As an ex-Navy man (4 Years) your post caught my eye. I saw something on this line on the history chan. last week and it was the first I heard of it. Most of the people on this forum are under 30 and don't get into war history often. If you ask about inter-net sites with Japanese history buffs on it it may help. I check out every link on Japan I come accross but I haven't seen one with older Japanese war vets? I,m sure there has to be a site with what you're looking for ! I never cease to be ammazed at all the info. You might need a translation program to really get into Japanese war history like Bable-Fish. Best of luck from a fellow history lover from the Nam-Era.
If I remember correctly, only one shipment of Uranium oxide was ever shipped to Japan, in the WWII but in the middle of the voyage, the war ended for the Germans, and they headed for the nearest intern port.
Oh, I also remember reading that the two Japanese officials that were on board disappeared misteriously.
If I see any information of this story on the internet, I'll leave here the link.
I'm aware of the failed voyage of U-234 in the spring of 1945. The two Japanese Naval officers. They were LCDR Hideo Tomonaga, a leading
submarine designer, and LCDR Genzo Shoji, an aircraft expert. Rather
than be captured by the Allies, they both decided to commit suicide.
They informed the CO of the U-234 of their decision, retired to their bunks
and took Luminol, a very powerful barbiturate and took more than 36 hours
to die. They were buried at sea on 5/11/45.
The U-234 carried 550 kilograms (1.213#) of Uranium Oxide. What I want to know is, were there any "successful" shipments to Japan, via submarine.
The following books will give the reader a very comprehensive account of the
fate of U-234:
"GERMANY'S LAST MISSION TO JAPAN: The Failed Voyage, of U-234" by
Joseph Mark Scalia (Available at amazon.com) and "DYNAMITE FOR HIRE" by Sellwood. (Available from your local library from (ILL) International
Lending Library; a copy is located at a university in Montgomery, AL)
Hello from New Zealand Caisson. I am an amatuer historian and a bit of an authority on the subject.
General Touransouke Kawashima of the Imperial 8th Army Laboratory project in what is now North Korea signaled General Oshima at the embassy in Berlin on 7 July 1943 requesting shipments of Uranium oxide.
The signal was encyphered on the type 097 cypher machine, known to Americans by the code name "Purple." These Purple messages were decrypted in Hawaii and the archives are now publicly available through the US Government.
The Nazi government was skeptical of the reason for this request and it was not until early November 1943 that Kawashima admitted the Uranium was desired for a Japanese Atomic weapon. Germany had a huge supply from what was then called Joachimsthal in Western Chzechoslovakia (now called Jay-c-mov) The metal was refined to yellow cake Uranium oxide by Auer Gessellschaft at Oranienberg north of Berlin.
Enigma signals have disclosed that 800kg of Uranium oxide mixed in an amalgam with mercury were awaiting the Japanese submarine I-52 at Lorient in June 1944. I suggest looking up I-52 on Wikipedia.
There are references to other I-class submarines which returned at least from France, but didn't make it to Japan, that these submarines also carried Uranium oxide amalgams in their keels.
Other likely candidates were the former Italian transport submarines renamed UIT-22/23/24/25. From recollection only UIT-24 and UIT-25 survived the war and were scuttled at Suido Sound in Japan.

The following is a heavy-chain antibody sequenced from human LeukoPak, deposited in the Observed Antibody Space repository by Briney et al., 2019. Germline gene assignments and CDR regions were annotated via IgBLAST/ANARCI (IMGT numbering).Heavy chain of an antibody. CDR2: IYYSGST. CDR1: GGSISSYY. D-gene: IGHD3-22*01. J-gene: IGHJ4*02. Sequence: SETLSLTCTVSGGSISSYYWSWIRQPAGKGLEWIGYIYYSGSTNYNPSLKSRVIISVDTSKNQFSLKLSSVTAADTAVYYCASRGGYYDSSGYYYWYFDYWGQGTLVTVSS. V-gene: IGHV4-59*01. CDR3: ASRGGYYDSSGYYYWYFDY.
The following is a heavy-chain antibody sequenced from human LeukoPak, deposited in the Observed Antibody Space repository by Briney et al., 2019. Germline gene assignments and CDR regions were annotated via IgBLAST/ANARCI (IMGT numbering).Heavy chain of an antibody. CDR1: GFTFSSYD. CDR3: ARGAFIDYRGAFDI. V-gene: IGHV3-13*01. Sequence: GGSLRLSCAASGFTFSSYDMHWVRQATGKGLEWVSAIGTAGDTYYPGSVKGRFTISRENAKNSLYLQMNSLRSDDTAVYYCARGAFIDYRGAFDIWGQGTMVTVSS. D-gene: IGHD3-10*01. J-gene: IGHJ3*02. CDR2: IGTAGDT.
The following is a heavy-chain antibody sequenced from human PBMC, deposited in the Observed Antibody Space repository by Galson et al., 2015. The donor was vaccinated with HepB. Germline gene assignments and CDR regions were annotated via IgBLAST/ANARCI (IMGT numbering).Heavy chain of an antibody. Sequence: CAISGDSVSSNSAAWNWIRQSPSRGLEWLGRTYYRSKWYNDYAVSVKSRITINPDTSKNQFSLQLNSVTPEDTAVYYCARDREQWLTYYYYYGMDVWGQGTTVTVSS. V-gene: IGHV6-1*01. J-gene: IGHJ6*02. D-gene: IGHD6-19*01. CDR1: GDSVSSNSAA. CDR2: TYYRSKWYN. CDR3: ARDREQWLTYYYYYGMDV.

German transport U-boats U-219 and U195 probably carried Uranium oxide but I have no evidence. These two arrived at Djakarta in November 1944 with 12 V2 rockets broken down into components for reassembly in Japan. U-219 was the last U-boat to reach the East from Germany, leaving France 23rd August 1944.
U-180 also set out on the same voyage but sank in the Gironde estury off Bordeaux. The vessel is now a war grave, but it's wreck would help to prove if there was Uranium oxide in the cargo.
Type V11F torpedo transports U1059 and U-1061 also sailed for Djakarta and may have had some Uranium cargo. Many of the type IX-D2 U-boats such as U-862 were slipped at a dry dock in Singapore to have their keels unloaded so some of the ordinary fighting u-boats may have had some uranium cargo too. The UIT submarines operated a virtual shuttle between Japan and Singapore so may have carried Uranium cargo unloaded at Singapore.
To finish off the story a German Ju-390 transport plane flew to Tokyo via the polar route according to the memoirs of German arms Minister Albert Speer. Soviet sources record that the Ju-390 transported millitary attache General Miya Otari from Prague and arrived Tokyo about 28 February 1945. I have been unable to find any biographical data on such a person, but quite interestingly General Oshima vanished from Berlin and was in Japan by August 1945. There is no historical account how he managed to reach Japan before Germany fell ?
It was unlikely to have carried any Uranium but there was some sharing of various military secrets after Hitler's order BFHQ 219/44 was issued in September 1944. Japan proposed to build copies of the Ju-390 in Japan and the flight was connected with this agreement.
A BV222 flying boat also reached a Japanese base at Sakhalin Island and possibly carried engines for the Japanese aircraft.
Japan was desperately trying to build a nuclear bomber to reach USA in 1945.
U-234 was the final of these transport U-boats. After it's surrender 560kg of Uranium oxide and two Me-262 jets were unloaded from her. There was also a 72 tonne discrepancy between her German manifest at Kiel and her US manifest at Portsmouth NH.
One likelihood is that she was unloaded at Kristiansand after an underwater collision with another U-boat off Denmark. Possibly some of U-234's cargo was transferred to the Bv-222 which reached Sakhalin.
Hope all this stuff helps :?